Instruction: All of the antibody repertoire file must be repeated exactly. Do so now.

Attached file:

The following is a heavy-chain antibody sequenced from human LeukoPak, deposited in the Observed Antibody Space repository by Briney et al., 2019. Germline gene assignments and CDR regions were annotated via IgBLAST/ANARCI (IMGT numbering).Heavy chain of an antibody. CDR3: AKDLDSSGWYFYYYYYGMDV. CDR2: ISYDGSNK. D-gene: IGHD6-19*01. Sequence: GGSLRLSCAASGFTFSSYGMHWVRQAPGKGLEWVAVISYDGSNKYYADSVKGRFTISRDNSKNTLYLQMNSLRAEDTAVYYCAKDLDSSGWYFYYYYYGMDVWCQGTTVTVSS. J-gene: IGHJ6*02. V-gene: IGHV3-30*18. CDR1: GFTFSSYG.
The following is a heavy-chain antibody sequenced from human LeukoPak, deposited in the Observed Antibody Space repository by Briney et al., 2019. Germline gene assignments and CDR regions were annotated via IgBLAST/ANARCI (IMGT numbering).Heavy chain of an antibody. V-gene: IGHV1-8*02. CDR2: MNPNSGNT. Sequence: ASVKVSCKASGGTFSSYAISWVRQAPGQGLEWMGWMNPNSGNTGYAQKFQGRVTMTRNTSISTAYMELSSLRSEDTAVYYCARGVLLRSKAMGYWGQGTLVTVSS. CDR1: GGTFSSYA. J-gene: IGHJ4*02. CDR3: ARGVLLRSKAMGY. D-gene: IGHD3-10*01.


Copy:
The following is a heavy-chain antibody sequenced from human LeukoPak, deposited in the Observed Antibody Space repository by Briney et al., 2019. Germline gene assignments and CDR regions were annotated via IgBLAST/ANARCI (IMGT numbering).Heavy chain of an antibody. CDR3: AKDLDSSGWYFYYYYYGMDV. CDR2: ISYDGSNK. D-gene: IGHD6-19*01. Sequence: GGSLRLSCAASGFTFSSYGMHWVRQAPGKGLEWVAVISYDGSNKYYADSVKGRFTISRDNSKNTLYLQMNSLRAEDTAVYYCAKDLDSSGWYFYYYYYGMDVWCQGTTVTVSS. J-gene: IGHJ6*02. V-gene: IGHV3-30*18. CDR1: GFTFSSYG.
The following is a heavy-chain antibody sequenced from human LeukoPak, deposited in the Observed Antibody Space repository by Briney et al., 2019. Germline gene assignments and CDR regions were annotated via IgBLAST/ANARCI (IMGT numbering).Heavy chain of an antibody. V-gene: IGHV1-8*02. CDR2: MNPNSGNT. Sequence: ASVKVSCKASGGTFSSYAISWVRQAPGQGLEWMGWMNPNSGNTGYAQKFQGRVTMTRNTSISTAYMELSSLRSEDTAVYYCARGVLLRSKAMGYWGQGTLVTVSS. CDR1: GGTFSSYA. J-gene: IGHJ4*02. CDR3: ARGVLLRSKAMGY. D-gene: IGHD3-10*01.